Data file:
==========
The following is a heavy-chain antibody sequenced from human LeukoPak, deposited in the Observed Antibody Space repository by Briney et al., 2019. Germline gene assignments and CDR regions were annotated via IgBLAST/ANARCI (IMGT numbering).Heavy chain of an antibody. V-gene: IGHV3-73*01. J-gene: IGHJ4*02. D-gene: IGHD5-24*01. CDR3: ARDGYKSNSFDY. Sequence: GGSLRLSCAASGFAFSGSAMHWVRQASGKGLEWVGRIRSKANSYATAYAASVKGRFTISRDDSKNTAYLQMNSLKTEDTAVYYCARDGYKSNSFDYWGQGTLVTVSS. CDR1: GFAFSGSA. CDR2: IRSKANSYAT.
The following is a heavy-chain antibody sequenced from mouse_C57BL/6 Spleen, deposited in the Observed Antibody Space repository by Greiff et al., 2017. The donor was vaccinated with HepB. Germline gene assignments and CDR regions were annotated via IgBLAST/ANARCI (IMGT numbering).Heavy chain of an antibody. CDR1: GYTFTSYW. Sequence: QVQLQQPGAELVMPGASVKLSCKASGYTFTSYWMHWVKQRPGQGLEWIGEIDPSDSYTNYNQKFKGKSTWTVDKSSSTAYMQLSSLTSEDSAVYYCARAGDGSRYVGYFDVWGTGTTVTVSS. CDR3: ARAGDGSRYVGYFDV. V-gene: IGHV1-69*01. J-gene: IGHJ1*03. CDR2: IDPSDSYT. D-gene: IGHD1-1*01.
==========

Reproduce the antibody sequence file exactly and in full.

The following is a heavy-chain antibody sequenced from human LeukoPak, deposited in the Observed Antibody Space repository by Briney et al., 2019. Germline gene assignments and CDR regions were annotated via IgBLAST/ANARCI (IMGT numbering).Heavy chain of an antibody. V-gene: IGHV3-73*01. J-gene: IGHJ4*02. D-gene: IGHD5-24*01. CDR3: ARDGYKSNSFDY. Sequence: GGSLRLSCAASGFAFSGSAMHWVRQASGKGLEWVGRIRSKANSYATAYAASVKGRFTISRDDSKNTAYLQMNSLKTEDTAVYYCARDGYKSNSFDYWGQGTLVTVSS. CDR1: GFAFSGSA. CDR2: IRSKANSYAT.
The following is a heavy-chain antibody sequenced from mouse_C57BL/6 Spleen, deposited in the Observed Antibody Space repository by Greiff et al., 2017. The donor was vaccinated with HepB. Germline gene assignments and CDR regions were annotated via IgBLAST/ANARCI (IMGT numbering).Heavy chain of an antibody. CDR1: GYTFTSYW. Sequence: QVQLQQPGAELVMPGASVKLSCKASGYTFTSYWMHWVKQRPGQGLEWIGEIDPSDSYTNYNQKFKGKSTWTVDKSSSTAYMQLSSLTSEDSAVYYCARAGDGSRYVGYFDVWGTGTTVTVSS. CDR3: ARAGDGSRYVGYFDV. V-gene: IGHV1-69*01. J-gene: IGHJ1*03. CDR2: IDPSDSYT. D-gene: IGHD1-1*01.